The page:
The UK Global Talent visa offers a unique opportunity for highly skilled professionals to contribute to the UK's knowledge economy. Individuals considering this route should carefully review the specific requirements of the endorsing bodies and prepare a robust application to demonstrate their outstanding skills. This route might therefore apply to lead subject matter experts who are known internationally and are highly regarded within their industry or for those individuals who have the potential to become experts in their industry in the future, but other immigration routes might be needed for more broad-based talent.

Alternatives to the Global Talent visa route

Applicants who don't meet the Global Talent visa requirements might consider alternative immigration routes, including:

  • Graduate route (unsponsored route) – This route is open to individuals on a Student visa who successfully complete a UK Bachelor’s degree or above at a UK higher education institution. Applicants do not require a job offer or sponsorship from a UK employer to apply. Graduate visa holders can work/look for work in the UK in any role for a period of two years (if awarded a Bachelor's or Master's degree)) or three years (if awarded a  PhD or other doctoral qualification). It is not possible to apply for an extension under this route, so Graduate visa holders must either switch into another immigration route or depart the UK prior to the expiry of their visa. This immigration route does not lead to settlement in the UK.
  • High Potential Individual route (unsponsored route) – This route is open to overseas students who have graduated in the last five years from an eligible university overseas. Applicants do not require a job offer or sponsorship from a UK employer to apply. High Potential Individual visa holders can work or look for work in the UK in any role  for a maximum period of two years (if awarded a Bachelor's or Master's degree)) or three years (if awarded a PhD or other doctoral qualification). Prior to the expiry of their High Potential Individual visa, holders must switch into another immigration route or depart the UK. This immigration route does not lead to settlement in the UK.
  • Skilled Worker route (sponsored route) – This replaced the Tier 2 (General) route on 1 December 2020. This route is sponsored and therefore requires applicants to have a job offer from a UK employer holding a sponsor licence. While there is no limit on the number of applications that can be submitted under this route, Skilled Worker visas can be granted for a maximum period of five years at a time. This immigration route can lead to settlement in the UK – this is subject to visa holders having spent a continuous period of five years in the UK under the Skilled Worker route and meeting other immigration requirements.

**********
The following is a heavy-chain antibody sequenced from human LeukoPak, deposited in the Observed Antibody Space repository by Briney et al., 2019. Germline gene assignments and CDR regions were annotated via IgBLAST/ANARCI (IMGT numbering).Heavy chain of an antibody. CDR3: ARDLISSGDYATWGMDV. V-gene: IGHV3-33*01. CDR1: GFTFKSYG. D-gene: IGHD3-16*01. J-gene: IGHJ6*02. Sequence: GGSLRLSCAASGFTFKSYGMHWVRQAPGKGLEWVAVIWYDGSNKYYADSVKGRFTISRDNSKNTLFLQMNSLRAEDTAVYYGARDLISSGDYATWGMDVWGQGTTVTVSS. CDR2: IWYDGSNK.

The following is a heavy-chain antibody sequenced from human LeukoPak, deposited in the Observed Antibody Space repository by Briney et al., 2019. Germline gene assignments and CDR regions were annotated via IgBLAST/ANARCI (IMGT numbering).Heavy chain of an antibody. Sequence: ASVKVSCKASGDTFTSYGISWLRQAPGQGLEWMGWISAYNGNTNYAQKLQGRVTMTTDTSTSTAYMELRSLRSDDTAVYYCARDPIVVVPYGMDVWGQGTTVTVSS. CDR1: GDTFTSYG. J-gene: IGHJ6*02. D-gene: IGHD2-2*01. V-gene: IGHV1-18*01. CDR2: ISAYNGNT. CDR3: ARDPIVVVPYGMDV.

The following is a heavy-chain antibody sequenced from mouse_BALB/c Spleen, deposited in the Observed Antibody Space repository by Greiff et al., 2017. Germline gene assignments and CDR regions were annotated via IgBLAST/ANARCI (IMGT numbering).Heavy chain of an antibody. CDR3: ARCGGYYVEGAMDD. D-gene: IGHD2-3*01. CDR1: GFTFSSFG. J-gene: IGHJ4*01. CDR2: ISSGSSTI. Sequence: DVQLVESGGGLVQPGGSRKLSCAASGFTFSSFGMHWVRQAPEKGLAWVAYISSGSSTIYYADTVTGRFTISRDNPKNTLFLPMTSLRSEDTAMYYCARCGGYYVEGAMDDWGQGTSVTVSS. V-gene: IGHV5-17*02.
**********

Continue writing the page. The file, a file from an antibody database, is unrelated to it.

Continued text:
Individuals applying under any of the above three routes may be accompanied/joined by their partner and children, subject to eligibility.

What might this mean for the contracting relationship between the parties?

When weighing up the potential R&D tax benefits of bringing such talent to the UK and when assessing which immigration route is most appropriate, regard should also be had to the wider contracting relationship between the two parties. If an individual needs to be moved on to an employment contract for employer visa sponsorship purposes, then a contract of employment will need to be prepared and the employer will need to take into account associated issues, both in relation to rights and responsibilities under UK employment law and also tax treatment. If the individual is to stay as a self-employed contractor then there should also be a review of the facts and circumstances of their role to ensure that such status is defensible for UK tax purposes.

What about equity incentives for such key talent?

UK boards of privately owned innovation companies are sometimes perplexed to hear that their non-employee contractors (whether in the UK or abroad) are not eligible to participate in a share option plan or other equity incentive offer to help with their talent attraction and retention. UK securities laws include regulations that mean only certain profiles of individuals can accept an invitation for such equity. For non-employees, this typically includes high net worth individuals and sophisticated investors (for an explanation of those criteria see here) – categories that might capture a Non-Executive Director perhaps but not necessarily a software developer or pharmaceuticals researcher.

If an individual's employment status is going to change from contractor to employee, this opens up the possibility of inclusion in an employees' share scheme award.

Managing the equity incentive awards to such global talent needs careful consideration, especially if an individual's role will involve undertaking work duties both in the UK and abroad. Many countries, including the UK, charge a portion of a share-based payment to tax if the employee has undertaken work days in that country at any time during the award vesting period. These trailing liabilities in multiple jurisdictions can be complex for employers and cross-border working employees to manage and can sometimes lead to double taxation. Careful planning at the outset can minimise risk and optimise outcomes for both parties.

Next steps

Our employment team is multi-disciplinary, including employment law, immigration, reward incentives and tax experts. If you're contemplating a relocation of talent into (or from) the UK, for whatever reason, then please get in touch.

For further information contact:

Liz Hunter

Partner, Incentives.

Roberta Imperial

Associate, Business Immigration